NEIL BREEN: Just on the letter overnight, the Prime Minister has written to the Queensland Premier and offered to pay for the facility near the airport, a quarantine facility. Obviously, the Federal Government would like to see this happen?
AMANDA STOKER: Well look, yeah we would. We don't want to see the issue of COVID being a political football. The fact of the matter is, there is the Damascus barracks in Pinkenba, it's got the potential to have a thousand beds that are outside of the hotel quarantine system, and it would be a proposal that would meet what the state government says is its need. We offer to pay for it. But, of course, it's important that the state government doesn't try and use this as an opportunity to wangle out of their responsibility. They have the very clear responsibility, agreed in the early days of COVID, for public health measures. Now, that means the numbers that can come in under the quarantine arrangements, it means the conditions in which they are required to quarantine and for how long in the like, and they have responsibility for the lockdown aspect of public health. It means that we are very happy to give them the money to do what they need to do – noting this is taxpayers' money and doesn't belong to any government. And that the condition has to be that state governments step up here and stop trying to pretend that the hard bits of dealing with COVID-19 can just be switched around to somebody else when the going gets tough.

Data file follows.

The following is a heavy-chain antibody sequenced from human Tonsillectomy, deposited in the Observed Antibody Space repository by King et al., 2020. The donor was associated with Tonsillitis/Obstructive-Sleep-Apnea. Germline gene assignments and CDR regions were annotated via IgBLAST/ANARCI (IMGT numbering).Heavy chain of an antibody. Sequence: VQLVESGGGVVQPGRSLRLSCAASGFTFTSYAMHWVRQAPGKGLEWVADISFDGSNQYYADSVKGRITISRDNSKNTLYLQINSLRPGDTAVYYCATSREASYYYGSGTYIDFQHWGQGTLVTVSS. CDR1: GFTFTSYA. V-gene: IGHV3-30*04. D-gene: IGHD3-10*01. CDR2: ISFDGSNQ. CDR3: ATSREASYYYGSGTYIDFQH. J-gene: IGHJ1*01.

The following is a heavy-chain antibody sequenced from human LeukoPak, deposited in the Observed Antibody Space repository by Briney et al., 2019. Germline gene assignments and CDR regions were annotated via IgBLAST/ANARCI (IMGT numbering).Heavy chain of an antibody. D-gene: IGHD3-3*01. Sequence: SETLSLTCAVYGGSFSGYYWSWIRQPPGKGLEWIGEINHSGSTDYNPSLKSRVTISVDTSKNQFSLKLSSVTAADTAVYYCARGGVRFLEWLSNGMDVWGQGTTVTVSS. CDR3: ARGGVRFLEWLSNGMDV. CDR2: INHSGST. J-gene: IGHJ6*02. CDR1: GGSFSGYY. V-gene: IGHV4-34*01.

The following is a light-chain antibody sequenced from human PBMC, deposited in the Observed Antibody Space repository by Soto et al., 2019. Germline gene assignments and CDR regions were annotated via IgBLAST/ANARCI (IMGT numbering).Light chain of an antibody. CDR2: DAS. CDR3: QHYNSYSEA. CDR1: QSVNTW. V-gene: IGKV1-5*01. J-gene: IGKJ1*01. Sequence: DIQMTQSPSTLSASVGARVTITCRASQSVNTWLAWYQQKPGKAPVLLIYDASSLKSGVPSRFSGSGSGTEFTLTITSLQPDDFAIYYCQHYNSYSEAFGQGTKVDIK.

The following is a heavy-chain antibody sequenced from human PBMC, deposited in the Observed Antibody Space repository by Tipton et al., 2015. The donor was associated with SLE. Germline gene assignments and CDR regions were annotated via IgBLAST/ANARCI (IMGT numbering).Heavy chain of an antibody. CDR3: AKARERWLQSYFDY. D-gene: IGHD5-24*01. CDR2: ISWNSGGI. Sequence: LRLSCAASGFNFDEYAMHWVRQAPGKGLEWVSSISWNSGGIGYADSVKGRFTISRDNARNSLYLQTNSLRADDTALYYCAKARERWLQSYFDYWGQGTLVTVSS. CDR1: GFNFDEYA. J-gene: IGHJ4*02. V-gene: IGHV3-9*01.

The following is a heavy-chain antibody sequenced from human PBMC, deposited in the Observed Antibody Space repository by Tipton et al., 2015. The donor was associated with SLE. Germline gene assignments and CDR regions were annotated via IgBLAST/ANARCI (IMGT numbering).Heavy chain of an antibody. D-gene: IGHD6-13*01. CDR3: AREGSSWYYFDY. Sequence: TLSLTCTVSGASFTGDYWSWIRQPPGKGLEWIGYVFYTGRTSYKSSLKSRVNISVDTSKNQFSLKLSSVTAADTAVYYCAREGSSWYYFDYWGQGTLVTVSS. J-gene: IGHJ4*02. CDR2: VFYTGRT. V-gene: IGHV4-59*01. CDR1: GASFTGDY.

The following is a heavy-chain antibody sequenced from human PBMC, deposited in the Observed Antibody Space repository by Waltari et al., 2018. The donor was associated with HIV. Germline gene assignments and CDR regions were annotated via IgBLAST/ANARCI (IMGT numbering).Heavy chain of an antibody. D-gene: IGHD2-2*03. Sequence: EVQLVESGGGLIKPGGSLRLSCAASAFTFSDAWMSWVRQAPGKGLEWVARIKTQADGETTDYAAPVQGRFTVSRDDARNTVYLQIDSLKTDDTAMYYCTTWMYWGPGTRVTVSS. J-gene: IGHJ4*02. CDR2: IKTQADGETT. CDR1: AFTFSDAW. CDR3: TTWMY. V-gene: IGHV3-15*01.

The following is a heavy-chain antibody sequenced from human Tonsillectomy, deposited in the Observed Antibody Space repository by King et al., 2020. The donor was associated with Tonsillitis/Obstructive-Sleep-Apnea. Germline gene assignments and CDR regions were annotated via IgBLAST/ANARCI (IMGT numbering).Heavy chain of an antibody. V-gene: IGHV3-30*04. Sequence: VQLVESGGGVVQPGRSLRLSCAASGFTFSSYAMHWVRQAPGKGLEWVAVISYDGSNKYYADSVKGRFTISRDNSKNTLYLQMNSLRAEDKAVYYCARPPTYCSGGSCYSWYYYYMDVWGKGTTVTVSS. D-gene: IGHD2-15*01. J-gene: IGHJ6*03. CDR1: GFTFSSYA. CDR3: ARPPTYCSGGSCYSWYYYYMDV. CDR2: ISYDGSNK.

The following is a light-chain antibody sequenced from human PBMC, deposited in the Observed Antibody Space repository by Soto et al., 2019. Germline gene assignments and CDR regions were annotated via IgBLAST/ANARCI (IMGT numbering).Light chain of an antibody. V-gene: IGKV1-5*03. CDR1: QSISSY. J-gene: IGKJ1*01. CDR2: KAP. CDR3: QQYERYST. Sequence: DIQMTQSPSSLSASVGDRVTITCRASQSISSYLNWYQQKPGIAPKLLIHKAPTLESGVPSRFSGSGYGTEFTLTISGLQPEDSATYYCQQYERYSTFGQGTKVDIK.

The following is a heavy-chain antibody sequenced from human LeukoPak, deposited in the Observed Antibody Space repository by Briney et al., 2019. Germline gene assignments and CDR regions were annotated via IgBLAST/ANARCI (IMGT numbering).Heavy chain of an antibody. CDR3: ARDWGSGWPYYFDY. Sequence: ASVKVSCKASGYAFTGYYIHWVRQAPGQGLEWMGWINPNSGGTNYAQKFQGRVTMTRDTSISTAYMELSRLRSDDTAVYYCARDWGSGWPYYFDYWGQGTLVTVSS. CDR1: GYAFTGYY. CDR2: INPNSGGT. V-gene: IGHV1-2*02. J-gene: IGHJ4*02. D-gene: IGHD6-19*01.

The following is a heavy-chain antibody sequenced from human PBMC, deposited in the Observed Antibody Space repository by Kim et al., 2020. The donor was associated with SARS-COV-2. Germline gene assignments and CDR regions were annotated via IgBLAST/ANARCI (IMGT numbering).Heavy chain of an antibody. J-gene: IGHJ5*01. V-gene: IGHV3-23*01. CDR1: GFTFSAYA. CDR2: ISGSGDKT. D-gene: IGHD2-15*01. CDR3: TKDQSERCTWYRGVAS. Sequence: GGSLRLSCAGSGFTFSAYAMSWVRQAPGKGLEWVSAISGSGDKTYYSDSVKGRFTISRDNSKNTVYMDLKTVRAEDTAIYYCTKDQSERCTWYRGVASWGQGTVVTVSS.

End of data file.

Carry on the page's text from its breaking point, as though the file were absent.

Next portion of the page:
NEIL BREEN: Exactly right. Exactly right. Senator Amanda Stoker, thanks so much for joining me on 4BC Breakfast.
AMANDA STOKER: Can I add one thing, Neil, before I let you go?
AMANDA STOKER: The best bit about the legislation that introduced Respect
NEIL BREEN: Yeah, I think you're right. Senator Stoker, thanks for joining me on 4BC Breakfast.